Known by nameBMJ 1998; 316 doi: https://doi.org/10.1136/bmj.316.7147.1801 (Published 13 June 1998) Cite this as: BMJ 1998;316:1801
I had not met her before, but I have known her name for 25 years: Patricia Patterson. She had hypoparathyroidism since thyroidectomy when she was 21 years old and over the years, on treatment with vitamin D, had had episodes of hypocalcaemia and hypercalcaemia. This latest episode of hypercalcaemia was related to an uncommon conjunction of events, stopping hormone replacement therapy and continuing with vitamin D treatment at the dose prescribed for some years. We met at the mineral metabolism clinic. She gave a classic history of hypercalcaemia, nausea, occasional vomiting, severe constipation. She had had endoscopy in another hospital, which showed mild oesophagitis and a small hiatus hernia. Measuring the plasma calcium gave the answer.
I am a clinical biochemist with an interest in calcium metabolism. Recurring names over the years jog our memories as we report, and their presentation in discussion groups and clinicopathological conferences brings more clinical effectiveness. We still continue to recognise our patients, for such they are. Each blood sample and request is a request for a consultation. Our medical scientific officers, because samples are analysed and numbered but not named in the interest of safety, cost effectiveness, and speed, see only numbers associated with specimens and not names. Those who came into the health service because of a wish to perform tasks for patients are now excellent analytical chemists but have lost a certain rapport with patients. It is not possible to associate the high calcium with a patient, so it matters just a little less. Many of the older ones see the job as having changed greatly and losing its attractiveness for them. In the interests of cost effectiveness, we now have to argue cogently for the need for consultant laboratory staff near the patient in the hospitals we serve. Are we the last generalists covering a wide range of patients but with a knowledge and enthusiasm to follow the interesting patient or finding?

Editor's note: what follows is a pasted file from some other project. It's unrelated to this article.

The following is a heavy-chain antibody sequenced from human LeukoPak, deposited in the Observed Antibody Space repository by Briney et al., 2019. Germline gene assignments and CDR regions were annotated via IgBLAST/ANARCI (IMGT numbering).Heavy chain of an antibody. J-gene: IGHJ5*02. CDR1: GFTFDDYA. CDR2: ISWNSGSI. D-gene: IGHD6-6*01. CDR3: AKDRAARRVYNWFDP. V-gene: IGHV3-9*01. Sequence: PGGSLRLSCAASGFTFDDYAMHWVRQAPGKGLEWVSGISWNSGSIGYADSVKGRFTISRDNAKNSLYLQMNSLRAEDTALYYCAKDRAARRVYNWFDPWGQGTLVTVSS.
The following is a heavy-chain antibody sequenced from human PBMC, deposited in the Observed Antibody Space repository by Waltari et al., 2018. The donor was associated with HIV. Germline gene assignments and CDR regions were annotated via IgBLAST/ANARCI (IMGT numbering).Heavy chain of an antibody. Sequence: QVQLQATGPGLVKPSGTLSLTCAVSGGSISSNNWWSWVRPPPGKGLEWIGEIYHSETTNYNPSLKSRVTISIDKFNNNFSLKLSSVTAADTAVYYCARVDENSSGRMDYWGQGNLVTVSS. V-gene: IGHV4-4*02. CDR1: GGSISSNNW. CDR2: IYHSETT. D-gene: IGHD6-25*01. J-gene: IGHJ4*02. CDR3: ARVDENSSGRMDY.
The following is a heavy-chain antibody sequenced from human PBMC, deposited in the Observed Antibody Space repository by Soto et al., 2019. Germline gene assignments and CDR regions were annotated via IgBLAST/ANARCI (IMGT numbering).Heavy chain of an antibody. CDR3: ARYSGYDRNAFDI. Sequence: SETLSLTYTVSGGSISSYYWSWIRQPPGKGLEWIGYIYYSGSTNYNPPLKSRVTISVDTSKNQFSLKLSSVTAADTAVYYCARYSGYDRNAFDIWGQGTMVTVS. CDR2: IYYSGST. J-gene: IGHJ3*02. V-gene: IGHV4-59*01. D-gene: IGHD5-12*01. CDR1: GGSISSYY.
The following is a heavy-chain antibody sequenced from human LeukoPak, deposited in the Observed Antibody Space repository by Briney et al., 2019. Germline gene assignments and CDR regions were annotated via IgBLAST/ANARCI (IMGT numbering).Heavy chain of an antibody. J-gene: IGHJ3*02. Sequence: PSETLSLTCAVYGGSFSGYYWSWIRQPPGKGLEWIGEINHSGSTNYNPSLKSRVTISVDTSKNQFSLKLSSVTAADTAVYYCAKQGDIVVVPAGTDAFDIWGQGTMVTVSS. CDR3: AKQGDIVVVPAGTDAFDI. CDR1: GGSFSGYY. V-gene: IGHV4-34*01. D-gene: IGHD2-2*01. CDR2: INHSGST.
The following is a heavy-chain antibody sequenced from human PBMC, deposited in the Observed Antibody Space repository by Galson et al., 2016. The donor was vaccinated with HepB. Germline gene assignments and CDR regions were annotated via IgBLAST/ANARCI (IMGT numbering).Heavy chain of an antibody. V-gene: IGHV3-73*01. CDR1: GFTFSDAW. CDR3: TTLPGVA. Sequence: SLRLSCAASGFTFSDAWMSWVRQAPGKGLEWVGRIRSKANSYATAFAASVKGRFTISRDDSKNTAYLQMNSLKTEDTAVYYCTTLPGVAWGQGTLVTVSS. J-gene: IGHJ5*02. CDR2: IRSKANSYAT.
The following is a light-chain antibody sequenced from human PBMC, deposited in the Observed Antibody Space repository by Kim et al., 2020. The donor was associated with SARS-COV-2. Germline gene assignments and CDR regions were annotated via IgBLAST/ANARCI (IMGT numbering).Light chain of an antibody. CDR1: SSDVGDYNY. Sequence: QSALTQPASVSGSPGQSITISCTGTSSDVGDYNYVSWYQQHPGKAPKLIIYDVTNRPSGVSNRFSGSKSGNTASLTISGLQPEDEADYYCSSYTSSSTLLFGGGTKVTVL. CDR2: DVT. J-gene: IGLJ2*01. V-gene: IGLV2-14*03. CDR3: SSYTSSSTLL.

To return to the patient, she told me that her family has thyroid problems, a sister has also had a thyroidectomy her surname is McMenemy. “Oh,” I said, “not Grace McMenemy, didn't know you two were sisters.” Haven't met her either, but know her blood. (The names have been changed with the patients' permission.)